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When his cattle drivers abandon him for the gold fields, rancher Wil Andersen is forced to take on a collection of young boys as his drivers in order to get his herd to market in time to avoid financial disaster. The boys learn to do a man's job under Andersen's tutelage, however, neither Andersen nor the boys know that a gang of cattle thieves is stalking them. Written by
Jim Beaver <firstname.lastname@example.org>
The poem read in the school, starting "Hail to thee blithe spirit/ Bird thou never wert . . . " is "To A Skylark" by Percy Bysshe Shelley. See more »
After burying Charlie Schwartz, he walks by in the next scene on his horse while Cimmaron and Mr. Anderson talk. See more »
This may seem a lonesome place to leave him, but he is not alone, because many of his kind rest here with him. The prairie was like a mother to Mr. Andersen. He belonged to her. She cared for him while he lived. And she is nursing him while he sleeps.
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Wil Andersen (John Wayne) is an aging rancher who traveled 30 miles that day and didn't find a single hand that could throw in with him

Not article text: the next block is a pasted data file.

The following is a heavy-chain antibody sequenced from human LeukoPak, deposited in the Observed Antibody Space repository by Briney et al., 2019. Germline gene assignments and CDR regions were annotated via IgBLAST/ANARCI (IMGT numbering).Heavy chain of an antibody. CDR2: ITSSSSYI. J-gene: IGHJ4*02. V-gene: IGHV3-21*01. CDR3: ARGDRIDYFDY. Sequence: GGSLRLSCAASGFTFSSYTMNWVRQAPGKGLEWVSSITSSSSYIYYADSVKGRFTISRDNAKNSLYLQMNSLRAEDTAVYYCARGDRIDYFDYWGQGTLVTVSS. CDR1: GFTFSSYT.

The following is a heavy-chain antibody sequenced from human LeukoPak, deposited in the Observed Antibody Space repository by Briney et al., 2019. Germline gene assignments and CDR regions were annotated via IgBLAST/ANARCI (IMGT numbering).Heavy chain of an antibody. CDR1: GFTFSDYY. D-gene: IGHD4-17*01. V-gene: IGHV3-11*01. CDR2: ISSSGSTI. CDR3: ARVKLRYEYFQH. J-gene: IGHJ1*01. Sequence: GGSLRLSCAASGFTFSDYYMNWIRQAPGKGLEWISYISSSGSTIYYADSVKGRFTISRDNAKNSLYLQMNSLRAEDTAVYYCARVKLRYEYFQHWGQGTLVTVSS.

Anse Petersen (Slim Pickens) suggests to his best friend to hire local teenagers as cowboys for his 400-mile cattle drive So, in the morning the children came very early to put in for the job Obviously, nobody of them has been on a cattle drive
For a cook, Wil hires a black man, Jedediah Nightlinger (Roscoe Lee Browne), who asked to be paid $125 knowing he should be got flooded out, stampeded out, frozen out or scalped by wild Red Indians
However, a group of rustlers led by Asa Watts (Bruce Dern), the man with the long hair, came looking for work But they were lying They were after Andersen's 1,500 head of cattle
One day, Andersen knew that Watts and his gang have been paralleling him for the herd He also knew as soon as it's dark they'll be coming in He doesn't know how rough they'll get But right now they think they're one man and a bunch of kids
When Jedediah falls behind with a broken wheel on the chuck wagon, Asa makes his move for the herd, engaging Wil in vicious fight
There is a funny scene when two of the children meet on the trail a traveling bordello madam led by Colleen Dewhurst And a touching scene where all the boys steal a whiskey bottle and have a little party, discussing the various attributes of their cooker, and his pretty independent character
Filled with exciting adventure, gentle amusement, visually stunning photography, but most importantly how to want to see these children growing up so quickly, "The Cowboys" stands simply as one of John Wayne's best Westerns
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